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For nearly a century, the central theological message of science seemed to be that there was no need for theology: science could stand alone to explain the universe. But today that message is changing.

In this volume, a gallery of respected scientists describes new developments in their fields and the relationship with theological views of the universe. Contributors include: Owen Gingerich, Russell Stannard, Paul Davies, Walter R. Hearn, Robert Russell, Arthur Peacocke, John Polkinghorne, John C. Eccles, Daniel H. Osmond, and David Wilcox.

Formerly published by Continuum, 1994.

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Introduction / 7

1. Dare a Scientist Believe in Design? / 21
Owen Gingerich

2. God’s Purpose in and Beyond Time / 33
Russell Stannard

3. The Unreasonable Effectiveness of Science / 44
Paul Davies

4. Evidence of Purpose in the Universe / 57
Walter R. Hearn

5. Cosmology: Evidence for God or Partner for Theology? / 70
Robert John Russell

6. Science and God the Creator / 91
Arthur Peacocke

7. A Potent Universe / 105
John Polkinghorne

8. The Evolution of Purpose / 116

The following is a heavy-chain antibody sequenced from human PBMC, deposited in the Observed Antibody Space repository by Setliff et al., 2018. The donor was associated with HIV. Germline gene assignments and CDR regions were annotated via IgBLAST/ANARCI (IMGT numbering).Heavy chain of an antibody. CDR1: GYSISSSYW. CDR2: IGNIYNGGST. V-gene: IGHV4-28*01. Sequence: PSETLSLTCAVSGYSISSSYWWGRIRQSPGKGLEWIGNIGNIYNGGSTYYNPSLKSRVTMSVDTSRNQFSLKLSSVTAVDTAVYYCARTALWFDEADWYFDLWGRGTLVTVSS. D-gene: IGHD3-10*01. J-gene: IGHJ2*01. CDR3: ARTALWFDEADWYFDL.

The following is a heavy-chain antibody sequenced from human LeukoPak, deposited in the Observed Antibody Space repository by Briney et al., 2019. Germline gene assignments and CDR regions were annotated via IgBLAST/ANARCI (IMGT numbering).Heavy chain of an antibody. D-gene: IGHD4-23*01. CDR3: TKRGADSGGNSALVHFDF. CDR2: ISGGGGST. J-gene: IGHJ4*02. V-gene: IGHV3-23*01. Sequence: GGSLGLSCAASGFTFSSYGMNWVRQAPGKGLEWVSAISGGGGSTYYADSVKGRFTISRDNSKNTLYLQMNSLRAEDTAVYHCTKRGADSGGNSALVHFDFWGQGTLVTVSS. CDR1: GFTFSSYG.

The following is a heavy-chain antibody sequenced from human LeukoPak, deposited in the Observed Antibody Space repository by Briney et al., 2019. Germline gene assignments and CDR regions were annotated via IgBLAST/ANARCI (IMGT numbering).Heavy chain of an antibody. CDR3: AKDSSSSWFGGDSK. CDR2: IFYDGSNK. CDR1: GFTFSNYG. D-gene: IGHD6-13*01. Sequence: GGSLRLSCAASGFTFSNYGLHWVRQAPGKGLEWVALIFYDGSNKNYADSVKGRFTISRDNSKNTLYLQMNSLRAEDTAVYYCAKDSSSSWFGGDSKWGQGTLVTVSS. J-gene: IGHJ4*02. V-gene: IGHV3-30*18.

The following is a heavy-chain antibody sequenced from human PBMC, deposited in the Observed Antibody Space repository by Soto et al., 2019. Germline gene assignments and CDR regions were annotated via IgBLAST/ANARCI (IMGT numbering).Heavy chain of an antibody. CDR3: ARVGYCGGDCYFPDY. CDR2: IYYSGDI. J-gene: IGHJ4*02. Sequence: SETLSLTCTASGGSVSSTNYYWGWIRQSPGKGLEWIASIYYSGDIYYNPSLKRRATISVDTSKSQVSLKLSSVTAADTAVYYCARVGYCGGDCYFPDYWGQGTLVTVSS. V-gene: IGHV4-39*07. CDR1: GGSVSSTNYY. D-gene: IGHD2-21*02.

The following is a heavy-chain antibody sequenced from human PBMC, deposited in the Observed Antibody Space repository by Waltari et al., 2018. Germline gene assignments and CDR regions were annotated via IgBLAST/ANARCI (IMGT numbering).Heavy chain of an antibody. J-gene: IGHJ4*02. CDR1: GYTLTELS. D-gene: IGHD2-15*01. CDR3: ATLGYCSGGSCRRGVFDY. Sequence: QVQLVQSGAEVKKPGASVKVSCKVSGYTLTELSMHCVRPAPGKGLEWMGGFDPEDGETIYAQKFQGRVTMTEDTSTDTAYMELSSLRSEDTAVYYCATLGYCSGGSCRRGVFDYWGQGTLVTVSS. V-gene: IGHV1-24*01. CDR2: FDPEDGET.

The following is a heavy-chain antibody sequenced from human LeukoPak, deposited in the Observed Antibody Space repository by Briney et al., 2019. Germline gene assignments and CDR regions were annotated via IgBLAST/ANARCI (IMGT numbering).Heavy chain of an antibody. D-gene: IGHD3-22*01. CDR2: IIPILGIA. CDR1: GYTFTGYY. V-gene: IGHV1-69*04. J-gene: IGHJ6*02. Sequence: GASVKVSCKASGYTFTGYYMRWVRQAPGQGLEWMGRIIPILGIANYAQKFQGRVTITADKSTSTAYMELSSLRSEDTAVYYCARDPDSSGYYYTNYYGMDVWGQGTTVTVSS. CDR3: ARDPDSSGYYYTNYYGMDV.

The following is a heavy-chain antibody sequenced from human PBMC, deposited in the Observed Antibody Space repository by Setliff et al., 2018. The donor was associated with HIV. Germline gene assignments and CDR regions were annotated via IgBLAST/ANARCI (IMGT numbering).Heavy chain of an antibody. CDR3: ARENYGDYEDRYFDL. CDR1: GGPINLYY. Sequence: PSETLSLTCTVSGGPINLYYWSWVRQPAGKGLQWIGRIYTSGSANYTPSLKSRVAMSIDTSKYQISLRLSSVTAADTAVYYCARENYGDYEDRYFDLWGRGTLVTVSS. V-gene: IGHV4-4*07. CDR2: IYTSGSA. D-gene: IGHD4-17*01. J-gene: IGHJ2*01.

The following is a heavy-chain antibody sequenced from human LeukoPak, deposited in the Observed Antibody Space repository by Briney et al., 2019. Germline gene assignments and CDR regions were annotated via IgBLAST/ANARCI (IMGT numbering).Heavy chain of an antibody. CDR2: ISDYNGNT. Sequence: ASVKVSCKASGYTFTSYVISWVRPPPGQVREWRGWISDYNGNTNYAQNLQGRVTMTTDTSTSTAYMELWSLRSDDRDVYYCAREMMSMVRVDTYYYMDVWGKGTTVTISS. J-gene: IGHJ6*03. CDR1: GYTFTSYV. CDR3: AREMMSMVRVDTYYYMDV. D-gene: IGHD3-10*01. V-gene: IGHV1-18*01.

John C. Eccles

9. A Physiologist Looks at Purpose and Meaning in Life / 133
Daniel H. Osmond

10. How Blind the Watchmaker? / 168
David Wilcox

Endnotes / 183

Contributors / 209

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Ingram
06/01/2002

In this collection, Templeton brings together a gallery of respected scientists to reflect on the evidence that they find through their scientific research for design and purpose in the creation and workings of the universe. Contributors include Owen Gingerich, Russell Stannard, Paul Davies, John Polkinghorne, and others.

Booklist
06/01/2002

Ten renowned scientists weigh the possibility of intentional design in the universe. They cover a broad spectrum of theological and philosophical conviction, yet all see evidence of a deep meaning written into the laws and processes of nature. Astronomer Owen Gingerich writes that nature, with its astonishing details (a blade of grass or a cone shell, for example), suggests a God of purpose and design. Paul Davies, a professor of mathematical physics, says that the fact that the universe’s form is linked so intimately with our own existence is evidence that the universe exists for a purpose, and that in our small yet significant way, we are part of that purpose. Among the other essayists, John Eccles, winner of a Nobel Prize for physiology and medicine, analyzes the evolution of purpose, and science professor Waiter Hearn discusses the evidence of purpose in the universe, taking into consideration the subject of science as a challenger of religious concepts. The book may be too scholarly for some readers, but for those willing to stick with it, there is much to be gleaned.

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